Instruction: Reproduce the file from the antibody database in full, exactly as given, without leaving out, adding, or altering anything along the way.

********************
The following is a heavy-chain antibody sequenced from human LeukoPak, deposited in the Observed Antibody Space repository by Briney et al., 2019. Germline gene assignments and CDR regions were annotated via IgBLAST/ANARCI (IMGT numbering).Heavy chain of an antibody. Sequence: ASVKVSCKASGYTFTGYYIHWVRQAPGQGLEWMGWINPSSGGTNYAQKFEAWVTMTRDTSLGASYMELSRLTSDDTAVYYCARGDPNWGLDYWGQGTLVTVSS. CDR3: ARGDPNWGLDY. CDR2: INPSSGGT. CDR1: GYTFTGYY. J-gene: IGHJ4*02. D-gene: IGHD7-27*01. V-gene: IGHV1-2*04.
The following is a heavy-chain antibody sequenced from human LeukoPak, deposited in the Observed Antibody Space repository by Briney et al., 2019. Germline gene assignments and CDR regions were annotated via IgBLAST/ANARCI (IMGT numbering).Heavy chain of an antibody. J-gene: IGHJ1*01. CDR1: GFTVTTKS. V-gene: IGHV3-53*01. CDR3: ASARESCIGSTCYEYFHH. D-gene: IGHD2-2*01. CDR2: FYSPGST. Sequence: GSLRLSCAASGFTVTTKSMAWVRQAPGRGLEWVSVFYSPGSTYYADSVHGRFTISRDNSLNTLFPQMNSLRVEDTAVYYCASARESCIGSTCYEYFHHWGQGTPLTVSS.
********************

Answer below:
The following is a heavy-chain antibody sequenced from human LeukoPak, deposited in the Observed Antibody Space repository by Briney et al., 2019. Germline gene assignments and CDR regions were annotated via IgBLAST/ANARCI (IMGT numbering).Heavy chain of an antibody. Sequence: ASVKVSCKASGYTFTGYYIHWVRQAPGQGLEWMGWINPSSGGTNYAQKFEAWVTMTRDTSLGASYMELSRLTSDDTAVYYCARGDPNWGLDYWGQGTLVTVSS. CDR3: ARGDPNWGLDY. CDR2: INPSSGGT. CDR1: GYTFTGYY. J-gene: IGHJ4*02. D-gene: IGHD7-27*01. V-gene: IGHV1-2*04.
The following is a heavy-chain antibody sequenced from human LeukoPak, deposited in the Observed Antibody Space repository by Briney et al., 2019. Germline gene assignments and CDR regions were annotated via IgBLAST/ANARCI (IMGT numbering).Heavy chain of an antibody. J-gene: IGHJ1*01. CDR1: GFTVTTKS. V-gene: IGHV3-53*01. CDR3: ASARESCIGSTCYEYFHH. D-gene: IGHD2-2*01. CDR2: FYSPGST. Sequence: GSLRLSCAASGFTVTTKSMAWVRQAPGRGLEWVSVFYSPGSTYYADSVHGRFTISRDNSLNTLFPQMNSLRVEDTAVYYCASARESCIGSTCYEYFHHWGQGTPLTVSS.